TMJ

(redirected from TMJ disorder)
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At the Department of Removable Prosthodontics, 70 consecutive patients (median age 37.1, range 12-84; 79.7% female) with clinical symptoms of TMJ disorder (painful joint with previously reported or present clicking, or/and limited mouth opening) were examined.
Therefore, pediatric dentistry should know the complex physiology and biomechanics of the TMJ in children and adolescents; additionally, they must always be aware of the early signs and symptoms of TMJ disorders in their patients with the aim of providing an opportune resolution and prevent progression [4].
Conclusion: The patients with myofascial pain alone or myofascial pain and intercurrent TMJ disorder were found more likely to have a greater psychopathological risk.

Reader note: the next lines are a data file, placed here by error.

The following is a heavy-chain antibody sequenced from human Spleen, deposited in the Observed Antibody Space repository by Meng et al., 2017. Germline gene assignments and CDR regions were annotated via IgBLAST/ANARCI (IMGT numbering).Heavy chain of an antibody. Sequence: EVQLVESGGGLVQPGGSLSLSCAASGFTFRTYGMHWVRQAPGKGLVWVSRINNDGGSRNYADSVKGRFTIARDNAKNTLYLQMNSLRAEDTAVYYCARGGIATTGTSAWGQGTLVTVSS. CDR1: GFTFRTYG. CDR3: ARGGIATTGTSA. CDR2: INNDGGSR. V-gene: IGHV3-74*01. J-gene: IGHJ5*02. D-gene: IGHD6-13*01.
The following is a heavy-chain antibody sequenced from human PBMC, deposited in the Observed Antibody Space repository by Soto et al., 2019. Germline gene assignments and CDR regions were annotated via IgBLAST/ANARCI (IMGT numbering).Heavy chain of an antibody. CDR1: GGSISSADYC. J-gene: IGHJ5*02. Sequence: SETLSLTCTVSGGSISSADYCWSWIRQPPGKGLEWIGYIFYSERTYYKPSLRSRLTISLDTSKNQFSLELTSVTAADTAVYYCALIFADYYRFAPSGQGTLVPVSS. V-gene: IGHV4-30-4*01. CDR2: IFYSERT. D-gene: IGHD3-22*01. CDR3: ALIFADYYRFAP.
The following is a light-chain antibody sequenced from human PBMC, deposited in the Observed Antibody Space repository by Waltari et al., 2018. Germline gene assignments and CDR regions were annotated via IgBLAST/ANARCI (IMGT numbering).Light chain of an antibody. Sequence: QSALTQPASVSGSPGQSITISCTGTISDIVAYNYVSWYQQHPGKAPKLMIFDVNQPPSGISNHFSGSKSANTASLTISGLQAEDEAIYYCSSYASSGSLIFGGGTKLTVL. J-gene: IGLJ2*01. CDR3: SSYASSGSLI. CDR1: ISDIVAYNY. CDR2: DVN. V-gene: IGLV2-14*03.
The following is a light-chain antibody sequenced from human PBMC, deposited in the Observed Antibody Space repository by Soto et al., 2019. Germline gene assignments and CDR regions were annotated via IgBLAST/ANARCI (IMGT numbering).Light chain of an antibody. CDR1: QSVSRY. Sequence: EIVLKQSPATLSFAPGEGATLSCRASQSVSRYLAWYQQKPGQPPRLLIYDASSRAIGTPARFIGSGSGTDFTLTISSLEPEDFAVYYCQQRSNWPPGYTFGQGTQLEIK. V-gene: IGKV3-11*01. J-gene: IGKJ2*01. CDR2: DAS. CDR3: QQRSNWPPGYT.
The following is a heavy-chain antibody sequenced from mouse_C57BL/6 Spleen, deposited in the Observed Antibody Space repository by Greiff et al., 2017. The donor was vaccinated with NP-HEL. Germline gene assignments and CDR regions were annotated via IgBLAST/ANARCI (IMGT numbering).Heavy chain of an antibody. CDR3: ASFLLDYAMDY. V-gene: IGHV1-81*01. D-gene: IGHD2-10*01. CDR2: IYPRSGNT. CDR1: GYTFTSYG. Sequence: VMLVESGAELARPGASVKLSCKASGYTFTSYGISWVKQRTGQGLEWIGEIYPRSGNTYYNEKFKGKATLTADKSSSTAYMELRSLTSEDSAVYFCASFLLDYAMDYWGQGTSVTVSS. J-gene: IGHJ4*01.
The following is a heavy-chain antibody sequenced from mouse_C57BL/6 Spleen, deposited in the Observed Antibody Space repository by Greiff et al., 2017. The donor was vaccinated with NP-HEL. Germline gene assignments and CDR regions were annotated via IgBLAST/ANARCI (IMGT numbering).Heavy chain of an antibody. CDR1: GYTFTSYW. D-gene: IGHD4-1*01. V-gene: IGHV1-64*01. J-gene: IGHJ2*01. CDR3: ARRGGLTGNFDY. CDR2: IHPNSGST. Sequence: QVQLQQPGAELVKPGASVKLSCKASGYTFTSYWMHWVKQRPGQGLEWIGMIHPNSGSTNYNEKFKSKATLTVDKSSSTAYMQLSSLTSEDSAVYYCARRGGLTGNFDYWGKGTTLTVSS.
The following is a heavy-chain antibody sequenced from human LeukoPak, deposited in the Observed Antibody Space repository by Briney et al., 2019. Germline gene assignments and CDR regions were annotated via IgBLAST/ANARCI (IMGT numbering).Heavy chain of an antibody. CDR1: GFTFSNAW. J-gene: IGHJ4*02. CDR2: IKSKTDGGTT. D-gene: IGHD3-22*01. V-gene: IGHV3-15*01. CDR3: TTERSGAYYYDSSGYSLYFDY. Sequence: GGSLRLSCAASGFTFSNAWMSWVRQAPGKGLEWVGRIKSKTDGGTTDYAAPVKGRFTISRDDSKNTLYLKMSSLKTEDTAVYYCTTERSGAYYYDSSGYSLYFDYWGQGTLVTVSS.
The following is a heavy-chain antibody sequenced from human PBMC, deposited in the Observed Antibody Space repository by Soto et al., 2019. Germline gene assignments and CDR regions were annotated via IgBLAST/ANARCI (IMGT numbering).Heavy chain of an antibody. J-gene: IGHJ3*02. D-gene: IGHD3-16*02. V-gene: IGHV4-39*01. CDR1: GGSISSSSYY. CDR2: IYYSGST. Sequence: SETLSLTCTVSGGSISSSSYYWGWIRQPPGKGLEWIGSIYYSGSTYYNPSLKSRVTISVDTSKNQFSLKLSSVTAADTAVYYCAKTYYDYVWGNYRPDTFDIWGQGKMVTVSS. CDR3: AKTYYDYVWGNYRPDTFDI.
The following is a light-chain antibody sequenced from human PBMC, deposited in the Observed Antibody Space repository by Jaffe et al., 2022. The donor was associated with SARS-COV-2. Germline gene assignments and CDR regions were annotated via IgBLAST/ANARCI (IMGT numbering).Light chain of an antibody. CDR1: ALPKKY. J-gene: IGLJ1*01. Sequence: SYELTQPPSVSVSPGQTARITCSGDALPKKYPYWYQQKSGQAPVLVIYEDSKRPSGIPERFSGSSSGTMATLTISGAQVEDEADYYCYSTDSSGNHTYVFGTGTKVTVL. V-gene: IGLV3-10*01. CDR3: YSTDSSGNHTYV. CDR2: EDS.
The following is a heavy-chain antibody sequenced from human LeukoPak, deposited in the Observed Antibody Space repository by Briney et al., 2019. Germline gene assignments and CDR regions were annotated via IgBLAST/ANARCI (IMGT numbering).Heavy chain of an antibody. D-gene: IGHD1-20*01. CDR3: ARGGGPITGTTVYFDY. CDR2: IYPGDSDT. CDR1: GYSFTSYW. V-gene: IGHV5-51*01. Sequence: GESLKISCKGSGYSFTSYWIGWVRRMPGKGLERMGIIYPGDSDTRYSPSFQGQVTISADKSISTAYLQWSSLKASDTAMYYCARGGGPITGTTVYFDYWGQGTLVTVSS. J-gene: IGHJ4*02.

But how does TMJ disorder come about and who gets it?
TMJ disorder patients also are significantly more likely than controls to report negative early life experiences.
The stress-reaction theory makes even more sense seen in the context of the epidemiology of TMJ disorder, Dr.
The most common TMJ disorder stems from myofascial pain dysfunction syndrome (MPDS), a jaw-muscle condition caused by clenching and grinding the teeth in response to stress and tension.
The results of the present study showed that the highest frequency of parafunctional habits was related to chewing gums and the most frequent sign of TMJ disorder in the subjects was joint clicks.
The clinical picture of TMJ functional disturbances may range from physiological variability of joint structure functioning (sometimes painless joint sound) to painful condition with pronounced clinical signs of TMJ disorder (7-10).
Patients presenting with clinical and radiographic signs of advanced degenerative bony changes, patients with co-morbid medical conditions, patients who had a history of surgery for TMJ disorder and infection in and around temporomandibular joint were excluded from the study.
A common symptom is clicking or grating sounds when you open or close your mouth, but jaw noise without pain and limited movement does not necessarily constitute a TMJ disorder.